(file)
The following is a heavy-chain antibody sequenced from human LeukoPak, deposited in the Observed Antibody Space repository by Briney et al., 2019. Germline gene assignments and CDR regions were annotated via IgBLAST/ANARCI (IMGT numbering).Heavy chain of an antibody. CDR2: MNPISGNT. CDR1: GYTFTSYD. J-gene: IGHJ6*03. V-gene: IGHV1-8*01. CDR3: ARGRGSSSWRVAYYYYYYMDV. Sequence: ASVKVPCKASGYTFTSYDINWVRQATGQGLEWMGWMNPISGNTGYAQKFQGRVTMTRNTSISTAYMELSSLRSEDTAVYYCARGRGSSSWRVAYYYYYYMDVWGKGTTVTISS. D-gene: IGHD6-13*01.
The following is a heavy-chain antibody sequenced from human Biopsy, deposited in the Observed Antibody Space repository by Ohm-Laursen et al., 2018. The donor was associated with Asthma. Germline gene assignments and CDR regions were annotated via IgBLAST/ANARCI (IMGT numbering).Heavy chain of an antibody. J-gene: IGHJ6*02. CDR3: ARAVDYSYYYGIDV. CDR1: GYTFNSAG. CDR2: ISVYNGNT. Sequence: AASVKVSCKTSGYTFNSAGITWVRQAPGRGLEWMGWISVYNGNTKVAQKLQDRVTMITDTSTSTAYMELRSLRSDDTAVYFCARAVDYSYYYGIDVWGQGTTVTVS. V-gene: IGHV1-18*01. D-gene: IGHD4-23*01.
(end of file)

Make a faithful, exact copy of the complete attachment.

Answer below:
The following is a heavy-chain antibody sequenced from human LeukoPak, deposited in the Observed Antibody Space repository by Briney et al., 2019. Germline gene assignments and CDR regions were annotated via IgBLAST/ANARCI (IMGT numbering).Heavy chain of an antibody. CDR2: MNPISGNT. CDR1: GYTFTSYD. J-gene: IGHJ6*03. V-gene: IGHV1-8*01. CDR3: ARGRGSSSWRVAYYYYYYMDV. Sequence: ASVKVPCKASGYTFTSYDINWVRQATGQGLEWMGWMNPISGNTGYAQKFQGRVTMTRNTSISTAYMELSSLRSEDTAVYYCARGRGSSSWRVAYYYYYYMDVWGKGTTVTISS. D-gene: IGHD6-13*01.
The following is a heavy-chain antibody sequenced from human Biopsy, deposited in the Observed Antibody Space repository by Ohm-Laursen et al., 2018. The donor was associated with Asthma. Germline gene assignments and CDR regions were annotated via IgBLAST/ANARCI (IMGT numbering).Heavy chain of an antibody. J-gene: IGHJ6*02. CDR3: ARAVDYSYYYGIDV. CDR1: GYTFNSAG. CDR2: ISVYNGNT. Sequence: AASVKVSCKTSGYTFNSAGITWVRQAPGRGLEWMGWISVYNGNTKVAQKLQDRVTMITDTSTSTAYMELRSLRSDDTAVYFCARAVDYSYYYGIDVWGQGTTVTVS. V-gene: IGHV1-18*01. D-gene: IGHD4-23*01.